Canon RF 50mm f/1.8
Beginner photographers and those on a budget will find the Canon RF 50mm 1.8 STM an excellent starter lens. As part of the “nifty fifty” club, this prime lens offers a focal length that many consider the sweet spot for everyday use, and it produces nice bokeh thanks to the f/1. 8 aperture. Many people are drawn to the 50mm focal length because it’s the closest you can get to the human eye, representing the world more faithfully in pictures.
At just 0.35 pounds, the Canon RF 50mm 1.8 STM is lightweight, and its compact size makes it easy to maneuver and transport. The lens also offers helpful features like a control ring that you can configure to adjust everything from exposure settings to aperture, ISO, and exposure compensation. For the price, reviewers say the wide aperture, optical quality, and size are excellent for casual use and street photography. However, some experts have noted that the autofocus, while fast, can be a tad noisy.
Canon RF 100mm f/2. 8 L Macro
A macro lens is an excellent tool because it lets creators get a more detailed look at their subject. This one features a tight focal length of 100mm, making it an ideal portrait lens, and it offers a minimum focus distance of 10.2 inches, so you can get up close and personal with everything from bugs to jewelry.
The Canon RF 100mm f/2.8 L Macro IS USM also includes a Spherical Aberration (SA) control ring, giving you greater artistic control over the shape and character of background blur. This feature is handy for altering the look of a light source that’s out of focus, also known as “bokeh balls.” Similar to other Canon options on our list, this lens features up to five stops of optical image stabilization and a fast autofocus system, which is critical when taking pictures of subjects up close.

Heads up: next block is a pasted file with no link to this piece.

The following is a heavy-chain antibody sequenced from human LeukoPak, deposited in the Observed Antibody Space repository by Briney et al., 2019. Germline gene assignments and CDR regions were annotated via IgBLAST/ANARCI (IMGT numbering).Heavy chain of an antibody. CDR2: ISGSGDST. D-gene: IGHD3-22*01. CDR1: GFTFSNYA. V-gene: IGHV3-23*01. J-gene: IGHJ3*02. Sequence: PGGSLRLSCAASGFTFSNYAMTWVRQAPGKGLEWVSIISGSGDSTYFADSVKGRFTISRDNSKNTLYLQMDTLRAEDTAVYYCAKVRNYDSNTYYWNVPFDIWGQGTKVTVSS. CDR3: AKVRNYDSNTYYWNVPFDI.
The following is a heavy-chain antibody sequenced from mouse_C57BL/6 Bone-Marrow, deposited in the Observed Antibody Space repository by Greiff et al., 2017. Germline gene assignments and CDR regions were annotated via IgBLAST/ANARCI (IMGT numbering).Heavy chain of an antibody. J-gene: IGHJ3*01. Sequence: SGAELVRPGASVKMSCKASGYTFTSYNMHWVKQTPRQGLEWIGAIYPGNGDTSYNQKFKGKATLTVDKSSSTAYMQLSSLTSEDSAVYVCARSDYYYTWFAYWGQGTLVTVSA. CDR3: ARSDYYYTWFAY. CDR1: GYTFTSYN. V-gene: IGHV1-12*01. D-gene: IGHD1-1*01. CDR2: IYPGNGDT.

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What are the best camera lenses to buy in 2023?
(Image credit: Getty Images)
Choosing the best camera lenses becomes easier when you’ve been taking pictures for a while and you know what you’re interested in, but if you’re just starting out, the sheer number of different lenses, brands and types can be bewildering, so that’s where this guide can help!
We reckon choosing the best lens usually boils down to three things:
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1. Getting an idea of the things you like to shoot
2. Discovering the different lens types and what they do
3. Finding out what lenses are available for your camera
This is the approach that makes most sense to us, and we hope it will for you too. We’ve broken down this guide into sections, so you can either jump to the section that you want or read the whole article. We’ll keep it brief!
So stick with us as we explain everything you need to know about lenses, and give you links to loads of lens buying guides which will help you find the perfect lens for your next photographic adventure.
What do you like to shoot?
This is a good starting point for choosing lenses because it helps you work out which types of lenses are going to be most useful.
(Image credit: Piola666/Getty Images)
Travel photography is really popular, and we think the best lenses for travel photography come in two types: superzoom lenses, which are like standard zooms but with a longer focal range for more distant subjects, and wide-angle lenses which help you get great interior shots or capture big landmarks from up close. You might also be interested in one of the best 35mm lenses for street photography.
(Image credit: Digital Camera World)
Landscapes are another popular subject for photography, and for this we’d recommend a similar set of lenses to those you’d use for travel. An ultra-wideangle lens is especially useful for capturing big, scenic vistas. Very often, however, the details of a scene can be just as fascinating, and zooming in with a standard zoom lens can be very effective. You can even use a telephoto lens for more distant subject, and what works really well here is that this has the effect of compressing perspective and making the background much bigger and more imposing. This works especially well with mountains!
(Image credit: Digital Camera World)